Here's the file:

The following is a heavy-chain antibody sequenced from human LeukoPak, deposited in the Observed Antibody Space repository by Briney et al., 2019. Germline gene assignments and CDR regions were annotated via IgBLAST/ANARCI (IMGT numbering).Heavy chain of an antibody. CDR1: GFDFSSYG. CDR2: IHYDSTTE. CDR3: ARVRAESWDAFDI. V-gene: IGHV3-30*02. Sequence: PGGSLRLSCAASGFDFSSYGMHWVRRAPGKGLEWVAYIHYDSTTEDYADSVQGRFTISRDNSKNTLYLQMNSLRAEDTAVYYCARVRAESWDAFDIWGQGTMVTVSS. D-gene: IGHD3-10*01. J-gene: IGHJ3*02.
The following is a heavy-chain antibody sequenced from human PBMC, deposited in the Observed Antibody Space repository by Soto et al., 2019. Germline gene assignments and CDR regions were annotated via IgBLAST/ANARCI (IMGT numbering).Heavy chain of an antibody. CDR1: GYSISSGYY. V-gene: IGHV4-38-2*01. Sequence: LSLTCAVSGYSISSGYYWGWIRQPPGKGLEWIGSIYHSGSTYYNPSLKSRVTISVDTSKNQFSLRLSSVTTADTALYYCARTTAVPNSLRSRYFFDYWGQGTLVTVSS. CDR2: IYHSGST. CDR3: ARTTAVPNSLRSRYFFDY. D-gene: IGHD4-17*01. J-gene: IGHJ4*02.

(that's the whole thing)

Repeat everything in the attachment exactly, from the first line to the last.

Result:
The following is a heavy-chain antibody sequenced from human LeukoPak, deposited in the Observed Antibody Space repository by Briney et al., 2019. Germline gene assignments and CDR regions were annotated via IgBLAST/ANARCI (IMGT numbering).Heavy chain of an antibody. CDR1: GFDFSSYG. CDR2: IHYDSTTE. CDR3: ARVRAESWDAFDI. V-gene: IGHV3-30*02. Sequence: PGGSLRLSCAASGFDFSSYGMHWVRRAPGKGLEWVAYIHYDSTTEDYADSVQGRFTISRDNSKNTLYLQMNSLRAEDTAVYYCARVRAESWDAFDIWGQGTMVTVSS. D-gene: IGHD3-10*01. J-gene: IGHJ3*02.
The following is a heavy-chain antibody sequenced from human PBMC, deposited in the Observed Antibody Space repository by Soto et al., 2019. Germline gene assignments and CDR regions were annotated via IgBLAST/ANARCI (IMGT numbering).Heavy chain of an antibody. CDR1: GYSISSGYY. V-gene: IGHV4-38-2*01. Sequence: LSLTCAVSGYSISSGYYWGWIRQPPGKGLEWIGSIYHSGSTYYNPSLKSRVTISVDTSKNQFSLRLSSVTTADTALYYCARTTAVPNSLRSRYFFDYWGQGTLVTVSS. CDR2: IYHSGST. CDR3: ARTTAVPNSLRSRYFFDY. D-gene: IGHD4-17*01. J-gene: IGHJ4*02.